Inside the Conservation Lab: Curing “diseased” uranium glass

Apr 12, 2018

In the Historic New England conservation lab, staff are working on a uranium glass urn, and its associated pieces, from Beauport, the Sleeper-McCann House. Dating from circa 1850 to 1860, the urn contains natural uranium, which gives the glass its beautiful green color. Uranium glass often fluoresces alluringly under ultraviolet light, which makes for a fun party trick while entertaining guests.

People may be nervous to handle uranium glass for fear of getting radiation poisoning. However, radiation emitted from uranium glass objects is often well below the exposure amounts recommended by the United States Nuclear Regulatory Commission. Our bodies are subjected to general radiation through everyday life here on Earth. As long as we don’t inhale or ingest the uranium glass, all should be well.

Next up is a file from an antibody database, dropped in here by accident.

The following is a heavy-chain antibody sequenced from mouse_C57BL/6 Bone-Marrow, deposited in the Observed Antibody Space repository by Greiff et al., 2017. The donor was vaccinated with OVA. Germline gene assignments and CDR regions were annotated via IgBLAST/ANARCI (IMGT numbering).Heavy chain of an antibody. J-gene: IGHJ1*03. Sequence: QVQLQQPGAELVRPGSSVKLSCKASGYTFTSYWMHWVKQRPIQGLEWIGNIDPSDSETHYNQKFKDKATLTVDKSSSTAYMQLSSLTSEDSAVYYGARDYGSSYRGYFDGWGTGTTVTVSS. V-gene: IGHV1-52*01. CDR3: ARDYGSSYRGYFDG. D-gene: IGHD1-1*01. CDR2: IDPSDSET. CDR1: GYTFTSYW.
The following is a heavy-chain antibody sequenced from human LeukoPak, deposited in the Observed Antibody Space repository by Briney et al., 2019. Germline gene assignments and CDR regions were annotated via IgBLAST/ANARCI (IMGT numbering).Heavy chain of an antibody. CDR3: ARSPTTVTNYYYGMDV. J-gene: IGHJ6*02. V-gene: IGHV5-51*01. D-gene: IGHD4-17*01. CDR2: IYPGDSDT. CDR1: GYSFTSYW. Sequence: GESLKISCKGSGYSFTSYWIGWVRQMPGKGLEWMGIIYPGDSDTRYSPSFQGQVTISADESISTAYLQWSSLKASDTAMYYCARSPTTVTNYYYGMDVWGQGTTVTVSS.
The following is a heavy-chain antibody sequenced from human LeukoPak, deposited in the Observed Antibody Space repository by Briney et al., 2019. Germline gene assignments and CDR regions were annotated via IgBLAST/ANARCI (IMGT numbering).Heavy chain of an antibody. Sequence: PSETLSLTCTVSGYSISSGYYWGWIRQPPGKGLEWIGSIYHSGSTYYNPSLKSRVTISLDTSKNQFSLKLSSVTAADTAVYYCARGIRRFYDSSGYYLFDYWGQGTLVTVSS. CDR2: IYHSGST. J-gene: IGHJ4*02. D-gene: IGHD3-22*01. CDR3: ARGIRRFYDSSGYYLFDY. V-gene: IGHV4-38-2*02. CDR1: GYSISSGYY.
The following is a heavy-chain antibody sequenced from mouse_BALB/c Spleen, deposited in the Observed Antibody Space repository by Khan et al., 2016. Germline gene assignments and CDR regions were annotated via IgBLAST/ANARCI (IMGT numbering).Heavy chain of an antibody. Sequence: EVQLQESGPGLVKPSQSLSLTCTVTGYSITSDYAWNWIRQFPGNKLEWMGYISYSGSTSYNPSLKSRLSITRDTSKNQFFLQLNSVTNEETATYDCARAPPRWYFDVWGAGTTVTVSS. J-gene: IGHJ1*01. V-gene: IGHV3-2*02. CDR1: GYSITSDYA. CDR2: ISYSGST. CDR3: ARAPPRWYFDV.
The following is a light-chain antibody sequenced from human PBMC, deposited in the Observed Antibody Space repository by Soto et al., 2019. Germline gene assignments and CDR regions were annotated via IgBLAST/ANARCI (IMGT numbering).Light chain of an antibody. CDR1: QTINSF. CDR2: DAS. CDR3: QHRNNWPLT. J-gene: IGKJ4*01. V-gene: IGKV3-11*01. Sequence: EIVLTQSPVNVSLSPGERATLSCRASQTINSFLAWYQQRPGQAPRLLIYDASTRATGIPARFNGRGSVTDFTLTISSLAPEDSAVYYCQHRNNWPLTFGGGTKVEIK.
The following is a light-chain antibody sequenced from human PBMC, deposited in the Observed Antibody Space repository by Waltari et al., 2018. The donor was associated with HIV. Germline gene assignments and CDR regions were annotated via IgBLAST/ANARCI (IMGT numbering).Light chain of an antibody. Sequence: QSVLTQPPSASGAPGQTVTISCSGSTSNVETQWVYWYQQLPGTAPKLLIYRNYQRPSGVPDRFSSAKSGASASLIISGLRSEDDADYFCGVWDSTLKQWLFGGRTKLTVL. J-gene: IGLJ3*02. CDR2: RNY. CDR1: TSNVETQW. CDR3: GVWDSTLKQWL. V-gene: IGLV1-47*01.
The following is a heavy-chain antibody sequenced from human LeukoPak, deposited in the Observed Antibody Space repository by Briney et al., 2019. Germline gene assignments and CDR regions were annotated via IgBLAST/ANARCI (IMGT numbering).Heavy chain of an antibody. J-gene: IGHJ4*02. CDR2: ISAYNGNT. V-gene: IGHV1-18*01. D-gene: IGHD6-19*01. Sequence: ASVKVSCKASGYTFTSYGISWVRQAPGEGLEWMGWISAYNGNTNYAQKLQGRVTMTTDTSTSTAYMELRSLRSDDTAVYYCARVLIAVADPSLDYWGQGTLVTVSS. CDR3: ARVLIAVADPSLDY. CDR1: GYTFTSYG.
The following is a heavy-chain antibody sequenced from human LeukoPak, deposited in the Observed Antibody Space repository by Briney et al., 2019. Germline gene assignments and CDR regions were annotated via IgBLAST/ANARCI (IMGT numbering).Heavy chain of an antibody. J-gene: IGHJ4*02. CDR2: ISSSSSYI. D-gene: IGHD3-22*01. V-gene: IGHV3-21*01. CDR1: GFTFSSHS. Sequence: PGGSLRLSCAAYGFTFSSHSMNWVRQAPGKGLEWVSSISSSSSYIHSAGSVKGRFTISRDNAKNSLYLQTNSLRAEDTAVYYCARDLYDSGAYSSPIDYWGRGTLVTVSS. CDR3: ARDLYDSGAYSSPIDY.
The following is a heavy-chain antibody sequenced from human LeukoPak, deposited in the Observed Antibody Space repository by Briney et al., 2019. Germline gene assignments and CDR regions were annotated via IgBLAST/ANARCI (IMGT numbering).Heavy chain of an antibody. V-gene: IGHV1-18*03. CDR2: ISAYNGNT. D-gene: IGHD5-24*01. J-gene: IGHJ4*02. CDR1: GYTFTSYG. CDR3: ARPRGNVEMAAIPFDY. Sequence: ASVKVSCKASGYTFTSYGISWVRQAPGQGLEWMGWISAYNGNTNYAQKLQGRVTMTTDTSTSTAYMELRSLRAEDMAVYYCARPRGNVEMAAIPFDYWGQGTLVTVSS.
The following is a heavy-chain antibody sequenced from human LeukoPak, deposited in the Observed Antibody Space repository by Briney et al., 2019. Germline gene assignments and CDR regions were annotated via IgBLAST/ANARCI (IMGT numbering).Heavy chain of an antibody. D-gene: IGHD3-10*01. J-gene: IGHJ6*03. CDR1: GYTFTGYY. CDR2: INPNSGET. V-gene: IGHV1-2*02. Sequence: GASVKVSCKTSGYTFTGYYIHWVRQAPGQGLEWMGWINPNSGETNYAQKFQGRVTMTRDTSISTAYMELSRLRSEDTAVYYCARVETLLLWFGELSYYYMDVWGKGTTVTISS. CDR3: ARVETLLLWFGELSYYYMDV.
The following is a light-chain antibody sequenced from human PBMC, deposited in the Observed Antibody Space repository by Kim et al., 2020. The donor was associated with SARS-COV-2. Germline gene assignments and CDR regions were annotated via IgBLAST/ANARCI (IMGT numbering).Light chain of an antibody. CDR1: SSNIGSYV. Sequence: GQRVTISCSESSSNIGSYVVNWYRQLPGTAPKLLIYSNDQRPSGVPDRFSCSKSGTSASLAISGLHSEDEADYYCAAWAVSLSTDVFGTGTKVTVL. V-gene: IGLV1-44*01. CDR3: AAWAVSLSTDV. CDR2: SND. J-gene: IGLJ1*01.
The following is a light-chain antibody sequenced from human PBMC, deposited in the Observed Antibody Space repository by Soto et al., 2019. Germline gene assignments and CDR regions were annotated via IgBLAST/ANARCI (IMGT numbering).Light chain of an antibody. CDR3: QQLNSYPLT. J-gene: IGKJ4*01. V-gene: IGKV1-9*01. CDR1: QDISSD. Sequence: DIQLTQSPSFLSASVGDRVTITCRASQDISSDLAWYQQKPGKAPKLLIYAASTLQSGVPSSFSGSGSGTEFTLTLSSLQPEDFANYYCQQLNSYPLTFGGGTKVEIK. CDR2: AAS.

Unfortunately, this particular uranium glass piece has come down with a case of “glass disease.” The glass surface is crizzled, which gives the appearance of networks of tiny fractures and cracks that cause the glass to weaken and flake. This disease is a result of an inherent fault in the chemical composition of the original glass, which is stressed by the relative high humidity and salty air at Beauport (located directly on Gloucester Harbor in Massachusetts).

Most glass is made up of silica and alkaline compounds, which create an even harmony. pH testing revealed that the alkali is leaching out of this urn, causing instability in the glass. Water and humidity are thus able to attack and dissolve the glass, giving the surface its crackly, hazy appearance.

Although crizzling cannot be reversed, it can be halted. To stabilize the uranium glass and prevent future deterioration, we are soaking the glass in deionized water in half-day increments. This will remove the harmful salt byproducts. Before and after each soak, the water is tested using a Digital Conductivity Meter to measure the amount of salt removed from the object and into the water.

We will continue to soak the glass until most of the salt content is removed. Then we will allow the urn to air dry. This treatment should halt future breakdown of the glass surface so that it can be safely returned to the Belfry Chamber at Beauport.